In primary and secondary schools across England, pupils are being put through their paces. Last week, key stage 1 children (six and seven-year olds) embarked on a series of four national curriculum tests covering arithmetic, reasoning and SPaG (spelling, punctuation and grammar). This week, it’s the turn of the country’s year 6s (10 and 11-year olds). After seven years of compulsory education, their mastery of reading, writing and maths is under scrutiny. Some year 6 pupils will sit a science sample test too.
GCSE, IGCSE, AS and A level exams also start this month and continue well into next. Imagine doing your driving test and then doing it again and again, several times a week for more than a month. For a million of Britain’s teenagers, that’s what the next few weeks are going to be like.
With schools’ reputation and university places at stake, what is the sensible course of action for parents who want to support their sons and daughters through testing and exams? A straightforward answer is that it depends on the age of the child.
The National Literacy Trust carried out a review of research into the impact of parental involvement with their children’s education. It found unequivocal evidence that the impact on educational attainment is positive, especially in reading. In other words, children whose parents help them learn at home do better at school. A study carried out in 2011 by the OECD (Organisation for Economic Co-operation and Development) in 14 countries concluded that active parental involvement with school work in the early years of a child’s education is ‘a significant trigger for developing children’s reading skills’. The benefits are long-lasting: children whose parents had actively supported them when they were in primary school were six months ahead in reading even at the age of 15.
Pink Floyd’s famous dictum to ‘leave those kids alone’ seems to be good advice for mum and dad as well as teachers. Research conducted this year by The National Citizenship Service found that young people consider parents a distraction or even a frustration when they need to get down to some serious revision. Leaving teenagers in peace, ignoring the time they spend on their phone and letting them watch hours of TV may seem counterintuitive to an older generation – but it may well be the most helpful thing for parents to do.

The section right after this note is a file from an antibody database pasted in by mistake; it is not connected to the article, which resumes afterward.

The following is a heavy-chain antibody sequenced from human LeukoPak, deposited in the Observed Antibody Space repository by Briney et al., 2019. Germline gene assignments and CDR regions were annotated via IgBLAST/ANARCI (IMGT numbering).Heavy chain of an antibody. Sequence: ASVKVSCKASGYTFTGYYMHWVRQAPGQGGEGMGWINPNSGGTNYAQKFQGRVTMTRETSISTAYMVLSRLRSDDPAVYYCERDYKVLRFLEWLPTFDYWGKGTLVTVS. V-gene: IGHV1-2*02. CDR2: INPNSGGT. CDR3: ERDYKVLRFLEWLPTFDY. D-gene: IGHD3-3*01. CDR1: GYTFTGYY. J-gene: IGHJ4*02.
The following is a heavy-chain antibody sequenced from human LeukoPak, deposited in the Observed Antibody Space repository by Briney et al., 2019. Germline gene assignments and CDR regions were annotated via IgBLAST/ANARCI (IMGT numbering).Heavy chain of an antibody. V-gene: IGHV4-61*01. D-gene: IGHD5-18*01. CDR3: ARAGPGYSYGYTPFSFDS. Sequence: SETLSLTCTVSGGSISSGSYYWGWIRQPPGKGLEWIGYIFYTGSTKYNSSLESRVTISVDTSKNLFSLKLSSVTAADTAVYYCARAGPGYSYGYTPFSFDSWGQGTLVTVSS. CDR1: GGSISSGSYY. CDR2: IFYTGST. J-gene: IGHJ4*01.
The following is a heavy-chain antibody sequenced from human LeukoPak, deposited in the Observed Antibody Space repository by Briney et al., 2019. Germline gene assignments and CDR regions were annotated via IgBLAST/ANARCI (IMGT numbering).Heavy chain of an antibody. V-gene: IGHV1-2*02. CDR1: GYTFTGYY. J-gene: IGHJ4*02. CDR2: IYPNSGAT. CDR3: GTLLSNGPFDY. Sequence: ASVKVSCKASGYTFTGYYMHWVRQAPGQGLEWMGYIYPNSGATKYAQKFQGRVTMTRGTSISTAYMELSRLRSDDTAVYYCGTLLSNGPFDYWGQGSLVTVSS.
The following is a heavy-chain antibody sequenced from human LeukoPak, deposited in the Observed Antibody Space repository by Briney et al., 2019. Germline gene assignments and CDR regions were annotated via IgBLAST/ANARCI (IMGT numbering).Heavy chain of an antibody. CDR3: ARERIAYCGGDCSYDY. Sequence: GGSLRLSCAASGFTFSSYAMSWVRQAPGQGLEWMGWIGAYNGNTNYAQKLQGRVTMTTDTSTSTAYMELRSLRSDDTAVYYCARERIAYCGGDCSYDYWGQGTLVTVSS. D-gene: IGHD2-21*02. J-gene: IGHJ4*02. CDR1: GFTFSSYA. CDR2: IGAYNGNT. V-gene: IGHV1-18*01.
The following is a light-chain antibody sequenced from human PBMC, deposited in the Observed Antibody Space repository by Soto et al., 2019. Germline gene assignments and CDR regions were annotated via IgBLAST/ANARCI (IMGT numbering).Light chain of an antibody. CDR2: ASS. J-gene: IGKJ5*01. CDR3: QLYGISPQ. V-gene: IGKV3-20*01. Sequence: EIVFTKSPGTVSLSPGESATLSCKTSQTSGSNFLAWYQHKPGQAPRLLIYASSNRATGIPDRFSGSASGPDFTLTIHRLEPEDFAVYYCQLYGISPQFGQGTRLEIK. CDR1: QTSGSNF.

NEC student Angela Parfitt is supporting her children’s education by leading by example. Although she gave up A level French when she was 17, she was inspired to make up for lost time when her son opted to study French at A level, knowing his mum would be able to help him. Doing role plays with him during his mock exams, she thought: ‘I could do this!’
Angela has kept up her conversational French throughout her career in conversation classes at work, first at Hewlett Packard in the US and now at the law firm in Bristol where she works in human resources. She postponed signing up for French A level herself until October last year as she didn’t want to sit it the same year as her son and risk being given a higher grade than him. She studies whenever she can fit it in, including on Fridays, a day when she isn’t at work, and sitting outside her daughter’s ballet class each Tuesday evening.
The very best of luck to Angela, all NEC students and the estimated 50,000 people in the UK who are sitting GCSEs , IGCSEs and A levels as private candidates this year!
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